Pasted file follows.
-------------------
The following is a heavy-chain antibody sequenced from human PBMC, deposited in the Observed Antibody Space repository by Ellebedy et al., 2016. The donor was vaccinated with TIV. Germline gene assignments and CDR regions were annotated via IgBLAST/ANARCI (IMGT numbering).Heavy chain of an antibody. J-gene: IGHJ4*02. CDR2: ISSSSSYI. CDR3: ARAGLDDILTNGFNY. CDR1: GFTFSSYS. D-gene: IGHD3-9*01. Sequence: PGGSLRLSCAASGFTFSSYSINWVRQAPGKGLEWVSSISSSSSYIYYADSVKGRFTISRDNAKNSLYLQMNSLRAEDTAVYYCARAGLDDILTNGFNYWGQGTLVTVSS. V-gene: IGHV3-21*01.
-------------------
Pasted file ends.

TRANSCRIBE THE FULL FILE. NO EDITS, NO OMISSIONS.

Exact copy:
The following is a heavy-chain antibody sequenced from human PBMC, deposited in the Observed Antibody Space repository by Ellebedy et al., 2016. The donor was vaccinated with TIV. Germline gene assignments and CDR regions were annotated via IgBLAST/ANARCI (IMGT numbering).Heavy chain of an antibody. J-gene: IGHJ4*02. CDR2: ISSSSSYI. CDR3: ARAGLDDILTNGFNY. CDR1: GFTFSSYS. D-gene: IGHD3-9*01. Sequence: PGGSLRLSCAASGFTFSSYSINWVRQAPGKGLEWVSSISSSSSYIYYADSVKGRFTISRDNAKNSLYLQMNSLRAEDTAVYYCARAGLDDILTNGFNYWGQGTLVTVSS. V-gene: IGHV3-21*01.